One of the best things about living in Greece is the history. Literally, with every stone you lift, you’re bound to find a wee bit of history underneath.
This weekend, we went to Nafplio and visited the castle of Palamidi. Nafplio was the second capital of Greece, post-revolution. However, it has a much older history. Founded in antiquity, the city became an important seaport in the Middle Ages during the Frankokratia as part of the lordship of Argos and Nauplia, held initially by the de la Roche following the Fourth Crusade before coming under the Republic of Venice and, lastly, the Ottoman Empire. The city was the capital of the First Hellenic Republic and of the Kingdom of Greece, from 1827 until 1834.
A Rich History
The city was originally the port of nearby Argos. Pausanias mentions in the 2nd century the ruins of the walls of a temple of Poseidon, certain forts, and a fountain named Canathus, by washing in which Hera was said to have renewed her virginity every year.
Akronafplia (lit. edge of Nafplio) is the oldest part of the city. Until the 13th century, it was a town of its own but the Venetians and Franks transformed it into part of the town’s fortifications. Nafplio was taken in 1212 by French crusaders of the Principality of Achaea. It became part of the lordship of Argos and Nauplia, which in 1388 was sold to the Republic of Venice, who regarded it as one of their most important places in the Levant. During the subsequent 150 years, the lower city was expanded and fortified, and new fortifications were added to Akronafplia.
During the Greek War of Independence, Nafplio was a major Ottoman stronghold and was besieged for more than a year. The town finally surrendered to Staikopoulos and Kolokotronis in 1822 on account of forced starvation. After its capture, because of its strong fortifications, it became the seat of the provisional government of Greece.
Count Ioannis Kapodistrias, the first head of state of newly liberated Greece, set foot on the Greek mainland for the first time in Nafplio in 1828 and made it the official capital of Greece in 1829. He was assassinated on 9 October 1831 by members of the Mavromichalis family, on the steps of the church of Saint Spyridon in Nafplio. After his assassination, a period of anarchy followed, until the arrival of King Otto and the establishment of the new Kingdom of Greece. Nafplio remained the capital of the kingdom until 1834, when King Otto decided to move the capital to Athens.
Nafplio soon became one of the first areas to develop mass tourism in the mainland. Nowadays it is one of the most popular destinations in Greece and attracts a large variety of tourists. Due to its architectural legacy, its proximity to the capital, Athens, and its mild and pleasant climate it attracts visitors all year round, and it is the most popular destination for weekend or one-day excursions.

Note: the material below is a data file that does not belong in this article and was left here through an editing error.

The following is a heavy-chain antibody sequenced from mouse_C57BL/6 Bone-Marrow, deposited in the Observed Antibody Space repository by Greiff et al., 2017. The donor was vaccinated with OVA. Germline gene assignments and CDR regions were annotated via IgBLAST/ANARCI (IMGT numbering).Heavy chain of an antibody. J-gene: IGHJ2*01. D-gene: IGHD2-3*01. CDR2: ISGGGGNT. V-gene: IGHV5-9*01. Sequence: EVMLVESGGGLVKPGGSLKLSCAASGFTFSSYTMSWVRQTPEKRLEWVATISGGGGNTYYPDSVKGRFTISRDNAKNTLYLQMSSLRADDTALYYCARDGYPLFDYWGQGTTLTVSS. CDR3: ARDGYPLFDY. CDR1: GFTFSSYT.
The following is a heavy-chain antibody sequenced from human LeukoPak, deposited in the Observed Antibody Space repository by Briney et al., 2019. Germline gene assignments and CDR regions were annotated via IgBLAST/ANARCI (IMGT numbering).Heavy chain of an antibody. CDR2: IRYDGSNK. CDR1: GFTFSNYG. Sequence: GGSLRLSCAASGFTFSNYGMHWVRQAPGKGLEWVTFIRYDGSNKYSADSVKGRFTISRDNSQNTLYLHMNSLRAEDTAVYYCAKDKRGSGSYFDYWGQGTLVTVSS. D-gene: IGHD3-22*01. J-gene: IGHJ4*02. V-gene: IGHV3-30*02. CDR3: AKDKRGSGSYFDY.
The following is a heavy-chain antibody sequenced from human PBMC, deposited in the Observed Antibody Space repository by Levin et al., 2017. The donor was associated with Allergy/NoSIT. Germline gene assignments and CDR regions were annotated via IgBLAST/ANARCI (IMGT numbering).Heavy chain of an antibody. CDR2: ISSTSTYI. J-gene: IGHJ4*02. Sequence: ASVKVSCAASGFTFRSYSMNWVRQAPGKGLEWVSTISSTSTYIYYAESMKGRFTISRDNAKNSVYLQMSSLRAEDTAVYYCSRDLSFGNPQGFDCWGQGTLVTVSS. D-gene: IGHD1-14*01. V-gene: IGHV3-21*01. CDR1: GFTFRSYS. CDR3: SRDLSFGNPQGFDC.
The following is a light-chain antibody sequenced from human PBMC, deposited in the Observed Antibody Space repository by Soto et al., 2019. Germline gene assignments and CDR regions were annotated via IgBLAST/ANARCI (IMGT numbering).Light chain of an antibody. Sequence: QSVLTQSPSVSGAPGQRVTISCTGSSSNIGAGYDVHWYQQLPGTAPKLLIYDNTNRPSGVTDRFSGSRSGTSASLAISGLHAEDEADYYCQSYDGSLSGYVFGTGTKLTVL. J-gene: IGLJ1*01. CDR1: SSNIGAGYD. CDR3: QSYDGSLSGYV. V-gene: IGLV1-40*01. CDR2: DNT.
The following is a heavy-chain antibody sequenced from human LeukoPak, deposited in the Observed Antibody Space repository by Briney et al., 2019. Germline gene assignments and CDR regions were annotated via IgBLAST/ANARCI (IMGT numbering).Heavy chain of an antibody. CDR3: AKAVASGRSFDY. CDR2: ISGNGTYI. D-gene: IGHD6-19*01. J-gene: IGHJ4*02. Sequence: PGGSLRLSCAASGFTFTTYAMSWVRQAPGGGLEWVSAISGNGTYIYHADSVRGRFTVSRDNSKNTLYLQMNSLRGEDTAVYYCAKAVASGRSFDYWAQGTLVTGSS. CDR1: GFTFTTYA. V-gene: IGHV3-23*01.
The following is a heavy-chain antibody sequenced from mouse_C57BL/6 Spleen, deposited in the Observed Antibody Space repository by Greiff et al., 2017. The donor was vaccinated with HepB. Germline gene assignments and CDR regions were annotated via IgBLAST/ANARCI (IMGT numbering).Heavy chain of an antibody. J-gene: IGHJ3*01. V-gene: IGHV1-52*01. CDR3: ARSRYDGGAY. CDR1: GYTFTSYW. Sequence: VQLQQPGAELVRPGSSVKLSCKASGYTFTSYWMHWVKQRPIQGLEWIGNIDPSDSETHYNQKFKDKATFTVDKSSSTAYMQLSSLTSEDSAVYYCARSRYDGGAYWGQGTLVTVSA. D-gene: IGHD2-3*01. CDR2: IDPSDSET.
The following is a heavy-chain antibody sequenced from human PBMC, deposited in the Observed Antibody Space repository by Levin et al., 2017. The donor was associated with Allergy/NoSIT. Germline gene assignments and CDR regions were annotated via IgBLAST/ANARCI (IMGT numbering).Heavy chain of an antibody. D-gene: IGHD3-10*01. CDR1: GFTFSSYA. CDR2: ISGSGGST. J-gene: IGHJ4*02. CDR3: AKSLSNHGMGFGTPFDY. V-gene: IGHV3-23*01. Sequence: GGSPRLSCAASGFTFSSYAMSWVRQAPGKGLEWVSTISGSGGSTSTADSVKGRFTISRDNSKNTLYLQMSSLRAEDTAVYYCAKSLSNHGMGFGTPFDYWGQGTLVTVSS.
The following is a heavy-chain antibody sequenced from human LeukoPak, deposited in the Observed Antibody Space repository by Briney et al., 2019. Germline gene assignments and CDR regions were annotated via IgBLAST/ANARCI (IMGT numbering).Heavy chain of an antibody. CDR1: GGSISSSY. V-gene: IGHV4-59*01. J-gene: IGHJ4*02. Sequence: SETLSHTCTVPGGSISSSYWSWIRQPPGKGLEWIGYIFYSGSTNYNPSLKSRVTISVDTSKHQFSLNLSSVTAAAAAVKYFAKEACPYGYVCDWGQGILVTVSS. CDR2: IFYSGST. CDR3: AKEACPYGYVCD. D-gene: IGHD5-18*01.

The Castle of Palamidi
Under Venetian rule, the city repelled Ottoman attacks and sieges twice, once by Mehmed the Conqueror during the Ottoman–Venetian War (1463–79) and then by Suleiman the Magnificent. However, the city surrendered eventually to the Ottomans in 1540, who renamed it Mora Yenişehri and established it as the seat of a sanjak.
The Venetians retook Nafplio in 1685 and made it the capital of their “Kingdom of the Morea”. The city was strengthened by building the castle of Palamidi, which was in fact the last major construction of the Venetian empire overseas. However, only 80 soldiers were assigned to defend the city and it was easily retaken by the Ottomans in 1715. Palamidi is located on a hill north of the old town.
If you ever find yourselves in Greece, it’s well worth a visit. If not, I hope at least that the photos have inspired your writing!
This was the first time I’d heard about a Capital being changed. How often in history did that happen?
More often than you might expect, actually! The Romans alone must have changed capitals half a dozen times.
The city looks gorgeous as always. Glad you could have that wonderful escape. I was there last August and already miss it, LOL! Thank you for sharing 🙂
Thank you, Fros! We hadn’t been there in ages. Felt good to be back 🙂
So many places to see!!! If not for the pandemic, we would have seen some of them last year and more this year. Greece and other European destinations are on the list!!
Let me know so I can show you around 🙂
The Argives were bitter enemies of the Spartans. Apparently once rather than have an all out war they agreed to select 150 men each and fight it out. They fought until one Argive was left standing but the Spartans did not accept the result, so they went and had a battle with their full armies. Those clashes must have been absolutely brutal.
Spartans were all about honor… until it looked like they were losing 😀
Interesting to hear that this city was the port for Argos. I am intrigued by the Argives who had the reputation as the best warriors in Greece after the Spartans.
Ironically enough, today, Argos is like Nafplio’s poor cousin!